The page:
A federal district judge in Hawaii temporarily halted President Donald Trump’s revised travel ban just hours before it was supposed to go into effect. The executive order, dubbed as Muslim Ban 2.0, would have barred people from six pre-dominantly Muslim countries — Syria, Yemen, Somalia, Iran, Libya and Sudan — from entering the United States.
Judge Derrick Watson not only slammed the immigration order for being discriminatory toward Muslims, but also brushed aside Trump administration’s claims that it was “religiously neutral” and that they only singled out these countries because they “posed special risks of terrorism” and that the order “applies to all individuals in those countries, regardless of religion.”
Ironically, it was the president’s and his trusted advisers’ own blatant Islamophobia that helped the court block the xenophobic travel order.
“The government appropriately cautions that, in determining purpose, courts should not look into the ‘veiled psyche’ and ‘secret motives’ of government decision-makers and may not undertake a ‘judicial psychoanalysis of a drafter’s heart of hearts,’” read the scathing ruling. “The government need not fear. The remarkable facts at issue here require no such impermissible inquiry.”
In all honesty, Trump’s attitude toward Muslim immigration could not be clearer.
One of his major campaign promises included implementing a nationwide ban on Muslims, barring them from entering the country. His first travel ban, overturned by the Supreme Court, affected thousands of people.
The second travel ban was no different, except the fact that it did not include Iraq anymore.
The court ruling pointed toward the president’s press release about shutting down Muslim immigration, still present on his website.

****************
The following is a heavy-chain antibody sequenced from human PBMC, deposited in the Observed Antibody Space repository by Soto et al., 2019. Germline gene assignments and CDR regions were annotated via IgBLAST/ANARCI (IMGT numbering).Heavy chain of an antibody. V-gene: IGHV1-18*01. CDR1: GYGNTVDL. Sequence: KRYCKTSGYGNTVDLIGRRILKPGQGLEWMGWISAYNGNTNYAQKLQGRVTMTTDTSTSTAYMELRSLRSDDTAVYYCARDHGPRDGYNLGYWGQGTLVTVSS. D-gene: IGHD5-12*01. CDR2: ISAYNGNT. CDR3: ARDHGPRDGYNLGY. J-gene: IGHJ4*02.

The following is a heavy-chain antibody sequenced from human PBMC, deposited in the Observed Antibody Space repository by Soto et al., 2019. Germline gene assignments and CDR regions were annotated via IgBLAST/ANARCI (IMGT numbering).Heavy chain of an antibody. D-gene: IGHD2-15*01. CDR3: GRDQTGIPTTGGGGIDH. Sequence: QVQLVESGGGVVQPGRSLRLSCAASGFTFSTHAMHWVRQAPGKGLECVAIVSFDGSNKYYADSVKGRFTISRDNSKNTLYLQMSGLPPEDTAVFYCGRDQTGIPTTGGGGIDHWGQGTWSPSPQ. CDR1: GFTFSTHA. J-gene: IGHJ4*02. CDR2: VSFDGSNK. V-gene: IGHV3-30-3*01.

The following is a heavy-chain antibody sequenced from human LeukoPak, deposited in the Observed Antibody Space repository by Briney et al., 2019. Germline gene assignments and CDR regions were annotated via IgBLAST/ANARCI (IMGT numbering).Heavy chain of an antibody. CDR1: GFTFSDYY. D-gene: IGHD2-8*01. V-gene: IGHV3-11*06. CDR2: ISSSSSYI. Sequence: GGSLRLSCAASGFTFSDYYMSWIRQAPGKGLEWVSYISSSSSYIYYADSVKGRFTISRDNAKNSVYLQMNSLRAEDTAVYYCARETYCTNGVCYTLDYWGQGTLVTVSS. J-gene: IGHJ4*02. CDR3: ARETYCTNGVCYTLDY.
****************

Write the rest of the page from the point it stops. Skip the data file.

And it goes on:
It also mentioned a TV appearance made by White House aide Stephen Miller, one of the key architects behind the said ban, where he talked about how the two travel orders were essentially the same except a few “minor technical differences.”
“On February 21, 2017, commenting on the then-upcoming revision to the executive order, the president’s senior adviser, Stephen Miller, stated, ‘Fundamentally, [despite technical revisions meant to address the Ninth Circuit’s concerns in Washington,] you’re still going to have the same basic policy outcome [as the first],’” wrote Watson.
The judge also referred to former New York mayor and prominent Trump crony, Rudy Giuliani.
“Rudolph Giuliani explained on television how the executive order came to be. He said: ‘When [Mr. Trump] first announced it, he said, Muslim ban. He called me up. He said, put a commission together. Show me the right way to do it legally,’” read the court document.
Sadly, these examples are just a few of many. However, they do paint a rather perfect picture of what Trump and his advisers intended to do with the travel restrictions — and it’s quite poetic how their own words came back to haunt them at a time when other states are planning to follow in Hawaii’s footsteps.
Well, if you are going to violate the Constitution by discriminating against people based on their faith, going around and blabbering your evil plans to the entire world is not a very bright plan, is it?
Find out more in the video above.